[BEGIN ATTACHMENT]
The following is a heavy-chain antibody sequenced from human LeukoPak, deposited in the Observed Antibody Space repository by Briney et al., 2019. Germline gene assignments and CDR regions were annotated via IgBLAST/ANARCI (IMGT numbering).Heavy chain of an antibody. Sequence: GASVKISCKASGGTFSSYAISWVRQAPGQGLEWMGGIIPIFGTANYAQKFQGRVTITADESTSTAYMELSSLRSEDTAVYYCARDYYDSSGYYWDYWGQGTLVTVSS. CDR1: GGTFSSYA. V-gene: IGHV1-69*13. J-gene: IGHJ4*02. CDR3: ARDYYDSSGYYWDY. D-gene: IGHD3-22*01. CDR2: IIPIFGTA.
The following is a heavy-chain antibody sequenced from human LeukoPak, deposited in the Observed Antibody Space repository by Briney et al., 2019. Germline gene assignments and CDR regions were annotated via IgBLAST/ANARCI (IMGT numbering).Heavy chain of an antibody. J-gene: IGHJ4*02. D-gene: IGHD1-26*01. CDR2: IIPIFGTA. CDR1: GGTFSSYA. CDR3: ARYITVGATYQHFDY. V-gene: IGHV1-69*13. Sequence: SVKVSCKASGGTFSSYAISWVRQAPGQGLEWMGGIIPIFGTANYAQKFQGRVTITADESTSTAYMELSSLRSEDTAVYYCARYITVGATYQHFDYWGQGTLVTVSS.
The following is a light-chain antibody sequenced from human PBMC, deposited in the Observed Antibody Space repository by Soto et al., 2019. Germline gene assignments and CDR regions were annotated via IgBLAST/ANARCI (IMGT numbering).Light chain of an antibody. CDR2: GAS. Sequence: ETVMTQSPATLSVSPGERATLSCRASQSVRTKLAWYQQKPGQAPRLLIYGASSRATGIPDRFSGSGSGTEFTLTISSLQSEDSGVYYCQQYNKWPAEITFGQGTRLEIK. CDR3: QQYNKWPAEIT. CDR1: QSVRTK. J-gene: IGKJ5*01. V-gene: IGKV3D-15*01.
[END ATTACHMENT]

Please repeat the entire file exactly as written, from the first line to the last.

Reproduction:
The following is a heavy-chain antibody sequenced from human LeukoPak, deposited in the Observed Antibody Space repository by Briney et al., 2019. Germline gene assignments and CDR regions were annotated via IgBLAST/ANARCI (IMGT numbering).Heavy chain of an antibody. Sequence: GASVKISCKASGGTFSSYAISWVRQAPGQGLEWMGGIIPIFGTANYAQKFQGRVTITADESTSTAYMELSSLRSEDTAVYYCARDYYDSSGYYWDYWGQGTLVTVSS. CDR1: GGTFSSYA. V-gene: IGHV1-69*13. J-gene: IGHJ4*02. CDR3: ARDYYDSSGYYWDY. D-gene: IGHD3-22*01. CDR2: IIPIFGTA.
The following is a heavy-chain antibody sequenced from human LeukoPak, deposited in the Observed Antibody Space repository by Briney et al., 2019. Germline gene assignments and CDR regions were annotated via IgBLAST/ANARCI (IMGT numbering).Heavy chain of an antibody. J-gene: IGHJ4*02. D-gene: IGHD1-26*01. CDR2: IIPIFGTA. CDR1: GGTFSSYA. CDR3: ARYITVGATYQHFDY. V-gene: IGHV1-69*13. Sequence: SVKVSCKASGGTFSSYAISWVRQAPGQGLEWMGGIIPIFGTANYAQKFQGRVTITADESTSTAYMELSSLRSEDTAVYYCARYITVGATYQHFDYWGQGTLVTVSS.
The following is a light-chain antibody sequenced from human PBMC, deposited in the Observed Antibody Space repository by Soto et al., 2019. Germline gene assignments and CDR regions were annotated via IgBLAST/ANARCI (IMGT numbering).Light chain of an antibody. CDR2: GAS. Sequence: ETVMTQSPATLSVSPGERATLSCRASQSVRTKLAWYQQKPGQAPRLLIYGASSRATGIPDRFSGSGSGTEFTLTISSLQSEDSGVYYCQQYNKWPAEITFGQGTRLEIK. CDR3: QQYNKWPAEIT. CDR1: QSVRTK. J-gene: IGKJ5*01. V-gene: IGKV3D-15*01.